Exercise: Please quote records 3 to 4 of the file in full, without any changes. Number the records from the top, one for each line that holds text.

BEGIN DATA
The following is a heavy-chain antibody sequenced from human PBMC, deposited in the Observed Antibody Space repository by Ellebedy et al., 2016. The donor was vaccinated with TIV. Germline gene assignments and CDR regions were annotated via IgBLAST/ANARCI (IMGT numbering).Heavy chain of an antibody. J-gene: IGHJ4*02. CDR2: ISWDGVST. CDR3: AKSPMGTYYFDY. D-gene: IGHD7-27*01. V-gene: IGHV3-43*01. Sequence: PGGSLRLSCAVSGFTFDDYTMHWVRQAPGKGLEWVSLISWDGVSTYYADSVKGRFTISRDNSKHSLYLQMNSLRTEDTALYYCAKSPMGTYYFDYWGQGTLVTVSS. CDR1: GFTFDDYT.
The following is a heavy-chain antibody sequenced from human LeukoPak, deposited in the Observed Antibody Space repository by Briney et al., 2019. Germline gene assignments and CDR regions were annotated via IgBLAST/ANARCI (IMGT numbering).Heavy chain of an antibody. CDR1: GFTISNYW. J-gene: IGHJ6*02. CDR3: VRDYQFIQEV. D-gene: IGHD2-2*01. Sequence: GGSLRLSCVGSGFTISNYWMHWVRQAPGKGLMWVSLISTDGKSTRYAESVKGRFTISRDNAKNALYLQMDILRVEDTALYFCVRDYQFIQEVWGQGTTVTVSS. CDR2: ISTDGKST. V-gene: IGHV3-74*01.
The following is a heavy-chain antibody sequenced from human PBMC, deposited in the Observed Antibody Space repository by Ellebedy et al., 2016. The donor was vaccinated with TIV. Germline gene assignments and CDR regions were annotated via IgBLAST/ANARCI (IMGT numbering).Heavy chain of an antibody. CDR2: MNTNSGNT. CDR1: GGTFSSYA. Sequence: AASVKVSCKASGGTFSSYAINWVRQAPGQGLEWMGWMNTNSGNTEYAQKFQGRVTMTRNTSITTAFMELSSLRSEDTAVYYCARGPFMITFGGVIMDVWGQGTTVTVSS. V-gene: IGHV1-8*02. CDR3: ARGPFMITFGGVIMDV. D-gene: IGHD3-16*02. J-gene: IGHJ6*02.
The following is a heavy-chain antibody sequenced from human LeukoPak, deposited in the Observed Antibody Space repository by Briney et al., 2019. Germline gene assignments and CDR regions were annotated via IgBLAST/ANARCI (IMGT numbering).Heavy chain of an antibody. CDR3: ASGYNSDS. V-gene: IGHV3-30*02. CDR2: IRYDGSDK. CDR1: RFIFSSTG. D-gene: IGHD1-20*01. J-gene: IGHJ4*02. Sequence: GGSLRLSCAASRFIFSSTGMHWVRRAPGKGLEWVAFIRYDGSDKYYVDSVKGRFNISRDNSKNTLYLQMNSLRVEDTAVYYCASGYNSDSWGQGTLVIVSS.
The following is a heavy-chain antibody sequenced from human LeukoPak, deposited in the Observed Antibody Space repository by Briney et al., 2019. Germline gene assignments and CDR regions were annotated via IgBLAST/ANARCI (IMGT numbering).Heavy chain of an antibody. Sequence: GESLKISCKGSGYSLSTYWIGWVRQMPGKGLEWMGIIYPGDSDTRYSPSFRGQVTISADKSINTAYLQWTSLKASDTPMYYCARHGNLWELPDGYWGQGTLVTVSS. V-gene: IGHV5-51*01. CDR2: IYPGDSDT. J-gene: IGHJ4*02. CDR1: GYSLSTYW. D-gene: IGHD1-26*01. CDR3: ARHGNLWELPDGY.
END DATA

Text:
The following is a heavy-chain antibody sequenced from human PBMC, deposited in the Observed Antibody Space repository by Ellebedy et al., 2016. The donor was vaccinated with TIV. Germline gene assignments and CDR regions were annotated via IgBLAST/ANARCI (IMGT numbering).Heavy chain of an antibody. CDR2: MNTNSGNT. CDR1: GGTFSSYA. Sequence: AASVKVSCKASGGTFSSYAINWVRQAPGQGLEWMGWMNTNSGNTEYAQKFQGRVTMTRNTSITTAFMELSSLRSEDTAVYYCARGPFMITFGGVIMDVWGQGTTVTVSS. V-gene: IGHV1-8*02. CDR3: ARGPFMITFGGVIMDV. D-gene: IGHD3-16*02. J-gene: IGHJ6*02.
The following is a heavy-chain antibody sequenced from human LeukoPak, deposited in the Observed Antibody Space repository by Briney et al., 2019. Germline gene assignments and CDR regions were annotated via IgBLAST/ANARCI (IMGT numbering).Heavy chain of an antibody. CDR3: ASGYNSDS. V-gene: IGHV3-30*02. CDR2: IRYDGSDK. CDR1: RFIFSSTG. D-gene: IGHD1-20*01. J-gene: IGHJ4*02. Sequence: GGSLRLSCAASRFIFSSTGMHWVRRAPGKGLEWVAFIRYDGSDKYYVDSVKGRFNISRDNSKNTLYLQMNSLRVEDTAVYYCASGYNSDSWGQGTLVIVSS.